Republicans clearly relish the schism, with Mrs. Cantwell’s main GOP opponent, Mike McGavick, saying, “The senator and I agree on Iraq.”

Thanks, court

“Last week’s wildly controversial Supreme Court ruling about the Guantanamo Bay military tribunals may prove a key moment in healing some of the political and ideological fractures that have opened up on the Right in the past year and a half,” New York Post columnist John Podhoretz writes.

“Whatever contemporary American conservatism might be, it isn’t this,” Mr. Podhoretz said.

“It’s not the 5-3 majority decision which insists that a very specific and unambiguous law passed by Congress and signed by the president doesn’t say what it most definitely does say. Or doesn’t mean what it says. And it certainly isn’t congruent with the idea that the national security of the United States as it battles a monstrous terrorist organization must be subservient to an astoundingly broad interpretation of international law.

“By their enemies shall ye know them, and among the enemies of American conservatism are, unmistakably, (1) a judiciary that insists on drafting legislation from the bench and (2) a body of smug elitist opinion that seeks to constrain the United States through the use of external bonds imposed by the United Nations and ‘international law.’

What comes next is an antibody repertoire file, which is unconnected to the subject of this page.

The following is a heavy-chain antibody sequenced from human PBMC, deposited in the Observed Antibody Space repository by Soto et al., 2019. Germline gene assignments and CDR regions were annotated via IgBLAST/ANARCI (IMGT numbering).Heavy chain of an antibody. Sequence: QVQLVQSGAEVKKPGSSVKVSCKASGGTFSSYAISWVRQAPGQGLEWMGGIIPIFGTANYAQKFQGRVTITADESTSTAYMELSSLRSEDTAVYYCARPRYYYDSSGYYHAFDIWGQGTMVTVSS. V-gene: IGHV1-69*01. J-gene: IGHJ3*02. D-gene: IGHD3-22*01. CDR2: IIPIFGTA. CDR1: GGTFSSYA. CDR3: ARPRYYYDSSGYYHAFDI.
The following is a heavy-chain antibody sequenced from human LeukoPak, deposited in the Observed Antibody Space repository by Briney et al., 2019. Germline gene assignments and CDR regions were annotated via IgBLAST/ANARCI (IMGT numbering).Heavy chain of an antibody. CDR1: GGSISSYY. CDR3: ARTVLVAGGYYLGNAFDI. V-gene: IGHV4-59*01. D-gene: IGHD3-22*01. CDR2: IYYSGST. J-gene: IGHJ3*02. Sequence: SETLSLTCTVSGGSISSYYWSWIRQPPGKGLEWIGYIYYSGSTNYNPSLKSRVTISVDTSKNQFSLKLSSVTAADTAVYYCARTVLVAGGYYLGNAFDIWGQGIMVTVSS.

“Many on the Right are already calculating the political benefit to the president and the GOP of having to draft new legislation on the war on terror to be brought before Congress in the early autumn, right before midterm elections.

“They’re probably right. But perhaps — by reminding fractious American conservatives exactly what kinds of ideas they are here to argue with and defeat — the five not-so-wise-men-and-woman who are responsible for this travesty of a ruling have inadvertently done the Right a big favor.”

‘Abominable’ ruling

“As Americans, we never get a guarantee of a lifetime of Supreme Court decisions we will agree with. From the mysterious discovery of a federal right to abortion three decades ago to this past year’s rulings recklessly expanding the scope of eminent domain, I have had the average citizen’s plight of absorbing what I perceive as judicial missteps from our nation’s highest bench,” Mark Davis writes in the Dallas Morning News.